Hussein Shakra must bring a heavy kit with him each day when he heads to his pastry course at the Bishulim culinary school in south Tel Aviv – complete with a digital scale, a candy thermometer, a spatula – and a set of knives.
In a widely shared Facebook post about his first week of school, Shakra recalled the moment he was handed the set and realized he had to carry it with him every day.
“Panic broke out in the classroom,” he wrote. “‘How will they let me on the train with these knives!??’ one Jewish girl asked. I turned around and said: ‘You’re the one who’s worried? What am I gonna do!?’ (Yup, I’m the only Arab in the class).”
The school was prepared, however, and provided every student – including Shakra – with a letter certifying that he or she is attending the yearlong course and must carry the knives.
“So yes, I’m certified to walk around with knives,” he wrote. Maintaining his sense of humor, he added, “Let’s just hope they won’t shoot first, ask questions later.”
Shakra told the The Jerusalem Post on Tuesday that the school simply does not have the space to store the knife kits on its premises, therefore the students must carry them back and forth each day.
“We also want to try at home what we learn in school, so we bring it home with us for that,” he said.
Shakra, who lives in the Rehavia neighborhood of Jerusalem and works as a pharmacist, said while he hasn’t been stopped since beginning school last week, he has been many times in the past.
“It happens sometimes, profiling, I’m used to it,” he said. “I’m dark-skinned, I look Arab, so they do sometimes stop me.”
Shakra also sells ornate, personalized cakes from his home, advertising himself online as The Cake Lab. He decided to take the cooking class to improve his skills.
Though he’s the only Arab in the course, he said he gets along well with everyone, and nobody treats him any differently.
“They’re all nice, we all joked together about the knives,” he said. “I didn’t feel anything against me.”
Haim Spiegel, the director of food and beverages at the Dan Hotels chain, said while he remembers issuing such a letter to students at Dan’s culinary schools during the second intifada, he hasn’t had any requests since.
“In general, there isn’t a problem like this right now,” he told the Post. “Even in our courses that have minority students in them, there’s no problem walking around with knives – they’re not walking around with it in their pocket, it’s a little suitcase, and it’s very clear that it’s professional.”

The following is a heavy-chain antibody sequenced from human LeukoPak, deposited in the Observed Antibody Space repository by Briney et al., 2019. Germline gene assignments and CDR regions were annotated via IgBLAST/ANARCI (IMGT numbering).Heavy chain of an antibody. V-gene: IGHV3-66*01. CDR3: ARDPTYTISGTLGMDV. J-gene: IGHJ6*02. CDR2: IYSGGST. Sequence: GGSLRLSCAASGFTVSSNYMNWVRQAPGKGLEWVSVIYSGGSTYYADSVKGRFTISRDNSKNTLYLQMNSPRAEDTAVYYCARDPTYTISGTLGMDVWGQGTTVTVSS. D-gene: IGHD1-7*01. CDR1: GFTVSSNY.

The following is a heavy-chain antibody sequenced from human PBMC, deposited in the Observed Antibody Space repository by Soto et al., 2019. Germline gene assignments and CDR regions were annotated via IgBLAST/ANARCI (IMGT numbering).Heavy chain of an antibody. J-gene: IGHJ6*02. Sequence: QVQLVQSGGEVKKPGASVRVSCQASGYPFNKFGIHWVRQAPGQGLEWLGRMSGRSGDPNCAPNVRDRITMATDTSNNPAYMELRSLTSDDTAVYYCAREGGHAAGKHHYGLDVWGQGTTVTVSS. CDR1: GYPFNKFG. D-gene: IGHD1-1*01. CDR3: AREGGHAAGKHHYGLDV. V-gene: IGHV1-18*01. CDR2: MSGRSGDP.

Spiegel said the hotel chain employs close to 300 chefs, but there is usually no reason for them to take their knife kits outside of the workplace.
“Usually, people who work in the same place, in the same hotel or the same restaurant, are not required to travel with their knives,” he said. “Also with regards to kashrut, you’re not allowed to take them out of the hotel or restaurant.”
At the chain’s Jerusalem hotels, close to 50 percent of the kitchen workers are Arab, and the relationship between them and the Jewish employees is very positive, he said.
“The cooperation between them in the kitchen has existed for decades,” he said. “I’m not afraid at all in any of our hotels – or in any hotels – that any Arab cook with a knife in his hand will think to do anything except chop a salad.”
Asked for a response from the Post, police spokesman Micky Rosenfeld said, “Nobody should be walking around the streets with knives on them – not kitchen or butcher knives.”
“If someone after having their ID checked is found to be possessing knives, they will be questioned as to why they have a knife on them, where they are heading to and what their intentions are!” he said.
“If it is someone with a [criminal] background already, then the person could be brought to the police station for further questioning.”
Shakra is cautiously continuing to carry his knife set to and from school – along with the letter.
“It’s right in the front of my bag,” he said. “ I keep it close.”